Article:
Constance Baker Motley, the great civil rights lawyer with the NAACP Legal Defense Fund, was not planning to attend the now-famous civil rights March on Washington 50 years ago this month. She was exhausted. As one of Martin Luther King's lawyers during the Birmingham campaign, she had secured his and Ralph Abernathy's release from a squalid, scorching hot jail in Americus, Ga., where both men were detained while traveling to Alabama. Motley was among a cadre of civil rights attorneys who spent a great deal of time in county jails throughout the Deep South helping to release detained civil rights activists. Arrests during the Birmingham campaign of 1963 kept Motley and her colleagues particularly busy.
But she was finally persuaded to attend the march by her husband and by news reports of massive crowds on the National Mall. After listening to King's soaring speech while sitting on stage, she described the march as "the 20th century's finest hour." Motley's assessment reflects her evolving recognition that mass mobilization plays a powerful role in advancing the fight for equality and justice.
Without question, Motley and other civil rights lawyers first and foremost believed in the power of the law to transform America from a separate and unequal society to one that strived to fulfill the promises set out in our foundational documents. Civil rights lawyers were uniquely successful in using the law to challenge the illegality of institutionalized racism. Their victories changed the very practice of law, altering it from a tool that had mainly been used to resolve individual and business disputes to a powerful instrument of social transformation. The lawyer as idealist and as "social engineer" was born from the crusading efforts of Charles Hamilton Houston, Thurgood Marshall  and Robert Carter, all of whom spent 25 years litigating a desegregation campaign that dismantled legal apartheid in this country.
But civil rights protests have their own unique and enduring power. Mass mobilization became as powerful a tool and as necessary a tactic as litigation in pushing America to fulfill the promises of equality. Indeed, mass marches became the standard tactic of civil rights activists and leaders, just as Southern jurisdictions were dragging their feet and engaging in massive resistance to the legal victory in Brown v. Board of Education . Rather than a distraction, as some civil rights lawyers originally feared, marches became a critical component of resistance to ongoing Southern resistance to the end of Jim Crow.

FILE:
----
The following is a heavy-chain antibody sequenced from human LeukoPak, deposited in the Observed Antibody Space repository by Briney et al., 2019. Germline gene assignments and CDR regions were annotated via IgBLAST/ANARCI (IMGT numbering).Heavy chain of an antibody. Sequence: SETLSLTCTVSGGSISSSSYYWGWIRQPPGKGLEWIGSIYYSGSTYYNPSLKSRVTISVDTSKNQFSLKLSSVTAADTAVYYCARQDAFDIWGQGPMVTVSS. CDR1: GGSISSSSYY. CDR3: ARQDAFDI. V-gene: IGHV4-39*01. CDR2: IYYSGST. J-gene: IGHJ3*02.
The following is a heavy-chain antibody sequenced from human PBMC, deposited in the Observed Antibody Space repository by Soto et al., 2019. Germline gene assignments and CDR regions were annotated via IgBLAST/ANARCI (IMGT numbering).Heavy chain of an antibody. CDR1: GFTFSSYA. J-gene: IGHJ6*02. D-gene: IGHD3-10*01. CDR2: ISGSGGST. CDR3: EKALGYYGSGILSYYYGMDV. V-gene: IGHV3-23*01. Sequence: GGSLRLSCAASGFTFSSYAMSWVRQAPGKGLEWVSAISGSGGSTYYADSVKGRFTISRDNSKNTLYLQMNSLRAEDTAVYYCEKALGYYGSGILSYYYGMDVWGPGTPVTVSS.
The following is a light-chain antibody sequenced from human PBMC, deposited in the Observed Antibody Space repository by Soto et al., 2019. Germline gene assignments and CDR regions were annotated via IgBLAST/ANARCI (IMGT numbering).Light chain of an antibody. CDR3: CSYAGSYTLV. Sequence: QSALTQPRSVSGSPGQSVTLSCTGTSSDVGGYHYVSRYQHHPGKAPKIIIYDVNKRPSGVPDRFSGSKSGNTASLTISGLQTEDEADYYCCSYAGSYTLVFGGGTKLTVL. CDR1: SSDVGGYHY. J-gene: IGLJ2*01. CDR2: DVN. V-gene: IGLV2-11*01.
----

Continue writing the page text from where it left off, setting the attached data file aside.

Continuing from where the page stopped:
This Saturday's rally and march at the Lincoln Memorial in Washington, D.C., billed as the "National Action to
Realize the Dream March," will commemorate the "Great March" of 1963. But it is also its own call to action at a moment of increased racial tension, renewed challenges to minority voting rights, and an intense economic crisis in African-American communities. One of the most important demands of the march this year is to push Congress to pass an amendment to the Voting Rights Act that will restore protections for voters of color removed by the Supreme Court's devastating decision in Shelby County, Alabama v. Holder . When the NAACP Legal Defense Fund argued the case in the Supreme Court on behalf of black voters from Shelby County, we cited an extensive, 15,000-page record amassed by Congress that documented ongoing, persistent efforts to get between black and Hispanics and the ballot box and dilute their political power. In a stunning act of "hubris," as Justice Ruth Bader Ginsberg wrote in her dissent, the Supreme Court substituted its own view about the current reality of race discrimination in voting for the evidence amassed in the record.